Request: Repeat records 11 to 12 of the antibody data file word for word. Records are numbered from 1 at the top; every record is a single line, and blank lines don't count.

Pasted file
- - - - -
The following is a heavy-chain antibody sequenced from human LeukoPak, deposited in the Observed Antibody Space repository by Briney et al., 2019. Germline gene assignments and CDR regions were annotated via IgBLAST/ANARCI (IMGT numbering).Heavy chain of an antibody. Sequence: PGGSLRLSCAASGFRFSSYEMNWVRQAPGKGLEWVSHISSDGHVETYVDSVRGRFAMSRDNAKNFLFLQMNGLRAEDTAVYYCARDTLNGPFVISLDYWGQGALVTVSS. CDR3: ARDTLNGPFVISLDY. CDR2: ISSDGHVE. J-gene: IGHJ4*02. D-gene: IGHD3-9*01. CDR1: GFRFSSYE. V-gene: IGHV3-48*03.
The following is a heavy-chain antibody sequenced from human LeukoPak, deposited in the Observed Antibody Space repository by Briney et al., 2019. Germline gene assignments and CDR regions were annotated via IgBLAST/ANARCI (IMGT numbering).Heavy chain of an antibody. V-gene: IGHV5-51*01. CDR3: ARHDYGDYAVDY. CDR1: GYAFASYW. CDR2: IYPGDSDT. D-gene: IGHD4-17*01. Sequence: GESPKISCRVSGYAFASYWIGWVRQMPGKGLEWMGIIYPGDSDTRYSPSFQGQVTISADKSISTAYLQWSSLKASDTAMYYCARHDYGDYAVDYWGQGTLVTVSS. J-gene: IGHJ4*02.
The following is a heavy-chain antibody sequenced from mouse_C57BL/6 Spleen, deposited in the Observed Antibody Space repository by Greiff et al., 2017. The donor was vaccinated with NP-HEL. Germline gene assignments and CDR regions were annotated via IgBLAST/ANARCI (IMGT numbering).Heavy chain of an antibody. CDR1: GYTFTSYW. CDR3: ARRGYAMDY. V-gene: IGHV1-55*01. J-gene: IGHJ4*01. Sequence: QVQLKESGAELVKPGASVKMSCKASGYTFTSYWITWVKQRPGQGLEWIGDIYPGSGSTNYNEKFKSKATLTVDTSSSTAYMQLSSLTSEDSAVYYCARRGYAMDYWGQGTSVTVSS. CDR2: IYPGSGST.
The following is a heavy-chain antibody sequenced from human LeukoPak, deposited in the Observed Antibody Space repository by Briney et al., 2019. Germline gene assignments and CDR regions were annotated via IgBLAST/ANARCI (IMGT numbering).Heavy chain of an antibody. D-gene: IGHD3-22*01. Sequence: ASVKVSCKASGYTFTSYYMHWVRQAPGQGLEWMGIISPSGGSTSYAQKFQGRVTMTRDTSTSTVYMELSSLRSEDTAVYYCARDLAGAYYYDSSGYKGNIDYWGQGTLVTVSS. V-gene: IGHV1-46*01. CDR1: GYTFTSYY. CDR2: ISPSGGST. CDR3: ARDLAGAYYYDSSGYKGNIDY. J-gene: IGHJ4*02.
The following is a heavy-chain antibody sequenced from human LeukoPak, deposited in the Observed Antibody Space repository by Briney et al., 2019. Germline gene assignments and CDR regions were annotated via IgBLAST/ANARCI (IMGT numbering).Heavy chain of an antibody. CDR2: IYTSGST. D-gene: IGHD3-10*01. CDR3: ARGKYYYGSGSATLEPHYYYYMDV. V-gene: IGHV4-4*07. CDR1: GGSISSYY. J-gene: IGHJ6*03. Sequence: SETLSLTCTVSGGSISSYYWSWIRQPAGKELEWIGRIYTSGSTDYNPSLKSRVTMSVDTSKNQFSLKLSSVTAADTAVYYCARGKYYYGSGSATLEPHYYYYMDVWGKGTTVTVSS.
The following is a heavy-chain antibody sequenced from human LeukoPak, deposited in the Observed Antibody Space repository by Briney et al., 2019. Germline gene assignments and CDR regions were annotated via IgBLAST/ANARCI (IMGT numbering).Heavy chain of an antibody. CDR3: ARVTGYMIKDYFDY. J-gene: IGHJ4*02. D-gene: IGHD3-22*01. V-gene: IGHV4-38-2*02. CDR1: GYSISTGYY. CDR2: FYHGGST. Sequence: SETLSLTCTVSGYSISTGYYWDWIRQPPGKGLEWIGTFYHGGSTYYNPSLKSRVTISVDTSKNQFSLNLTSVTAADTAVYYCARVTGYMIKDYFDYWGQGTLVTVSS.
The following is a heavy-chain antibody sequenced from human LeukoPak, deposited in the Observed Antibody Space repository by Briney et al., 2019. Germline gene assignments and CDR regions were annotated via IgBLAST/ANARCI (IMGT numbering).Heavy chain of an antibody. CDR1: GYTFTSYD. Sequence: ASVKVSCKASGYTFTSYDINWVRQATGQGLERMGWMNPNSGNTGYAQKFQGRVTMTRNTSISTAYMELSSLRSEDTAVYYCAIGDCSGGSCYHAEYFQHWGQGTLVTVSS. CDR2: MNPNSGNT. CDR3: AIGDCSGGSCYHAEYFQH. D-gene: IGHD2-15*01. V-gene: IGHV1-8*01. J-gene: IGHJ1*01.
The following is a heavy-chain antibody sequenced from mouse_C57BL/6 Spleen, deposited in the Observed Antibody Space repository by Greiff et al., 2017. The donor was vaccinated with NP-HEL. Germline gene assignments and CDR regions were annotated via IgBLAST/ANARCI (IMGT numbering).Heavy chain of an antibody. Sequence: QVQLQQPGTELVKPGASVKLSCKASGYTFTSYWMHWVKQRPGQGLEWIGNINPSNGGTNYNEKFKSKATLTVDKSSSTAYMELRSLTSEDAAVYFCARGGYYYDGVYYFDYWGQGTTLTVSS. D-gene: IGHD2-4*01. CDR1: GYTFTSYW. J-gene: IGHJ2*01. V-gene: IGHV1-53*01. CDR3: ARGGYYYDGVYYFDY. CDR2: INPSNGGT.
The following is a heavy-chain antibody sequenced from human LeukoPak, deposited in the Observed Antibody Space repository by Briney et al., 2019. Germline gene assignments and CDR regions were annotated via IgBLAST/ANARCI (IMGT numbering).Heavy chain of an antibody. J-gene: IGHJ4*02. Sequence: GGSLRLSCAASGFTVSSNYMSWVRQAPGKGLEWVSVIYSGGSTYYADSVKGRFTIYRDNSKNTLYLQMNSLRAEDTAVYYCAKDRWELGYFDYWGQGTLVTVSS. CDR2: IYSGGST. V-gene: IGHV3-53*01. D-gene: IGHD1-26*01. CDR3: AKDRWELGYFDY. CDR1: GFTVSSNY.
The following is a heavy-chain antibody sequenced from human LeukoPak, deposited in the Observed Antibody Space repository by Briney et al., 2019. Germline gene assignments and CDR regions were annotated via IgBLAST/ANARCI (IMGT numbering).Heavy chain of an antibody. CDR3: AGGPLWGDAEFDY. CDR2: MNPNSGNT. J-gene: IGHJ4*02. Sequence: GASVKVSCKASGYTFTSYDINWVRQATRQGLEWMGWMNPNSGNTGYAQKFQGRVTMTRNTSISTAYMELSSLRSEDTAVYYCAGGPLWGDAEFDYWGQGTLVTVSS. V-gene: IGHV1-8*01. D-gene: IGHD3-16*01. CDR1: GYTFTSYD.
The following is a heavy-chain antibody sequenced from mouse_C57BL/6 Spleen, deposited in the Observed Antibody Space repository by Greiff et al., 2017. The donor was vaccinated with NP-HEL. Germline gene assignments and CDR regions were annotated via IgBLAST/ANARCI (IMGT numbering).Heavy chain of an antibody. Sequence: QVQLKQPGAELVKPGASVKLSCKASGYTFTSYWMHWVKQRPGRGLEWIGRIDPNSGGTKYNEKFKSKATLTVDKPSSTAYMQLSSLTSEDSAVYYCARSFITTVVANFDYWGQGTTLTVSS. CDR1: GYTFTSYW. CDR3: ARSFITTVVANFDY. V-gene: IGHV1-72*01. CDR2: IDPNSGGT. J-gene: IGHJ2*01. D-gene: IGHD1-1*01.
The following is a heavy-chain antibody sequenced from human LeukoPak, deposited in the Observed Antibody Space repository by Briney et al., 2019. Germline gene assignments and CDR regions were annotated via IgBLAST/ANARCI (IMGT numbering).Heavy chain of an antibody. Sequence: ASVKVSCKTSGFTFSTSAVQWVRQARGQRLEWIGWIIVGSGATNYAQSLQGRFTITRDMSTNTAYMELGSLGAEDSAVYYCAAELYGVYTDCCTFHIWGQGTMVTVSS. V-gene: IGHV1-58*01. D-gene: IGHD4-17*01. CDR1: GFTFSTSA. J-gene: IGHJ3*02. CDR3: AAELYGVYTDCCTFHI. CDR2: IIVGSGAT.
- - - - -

The following is a heavy-chain antibody sequenced from mouse_C57BL/6 Spleen, deposited in the Observed Antibody Space repository by Greiff et al., 2017. The donor was vaccinated with NP-HEL. Germline gene assignments and CDR regions were annotated via IgBLAST/ANARCI (IMGT numbering).Heavy chain of an antibody. Sequence: QVQLKQPGAELVKPGASVKLSCKASGYTFTSYWMHWVKQRPGRGLEWIGRIDPNSGGTKYNEKFKSKATLTVDKPSSTAYMQLSSLTSEDSAVYYCARSFITTVVANFDYWGQGTTLTVSS. CDR1: GYTFTSYW. CDR3: ARSFITTVVANFDY. V-gene: IGHV1-72*01. CDR2: IDPNSGGT. J-gene: IGHJ2*01. D-gene: IGHD1-1*01.
The following is a heavy-chain antibody sequenced from human LeukoPak, deposited in the Observed Antibody Space repository by Briney et al., 2019. Germline gene assignments and CDR regions were annotated via IgBLAST/ANARCI (IMGT numbering).Heavy chain of an antibody. Sequence: ASVKVSCKTSGFTFSTSAVQWVRQARGQRLEWIGWIIVGSGATNYAQSLQGRFTITRDMSTNTAYMELGSLGAEDSAVYYCAAELYGVYTDCCTFHIWGQGTMVTVSS. V-gene: IGHV1-58*01. D-gene: IGHD4-17*01. CDR1: GFTFSTSA. J-gene: IGHJ3*02. CDR3: AAELYGVYTDCCTFHI. CDR2: IIVGSGAT.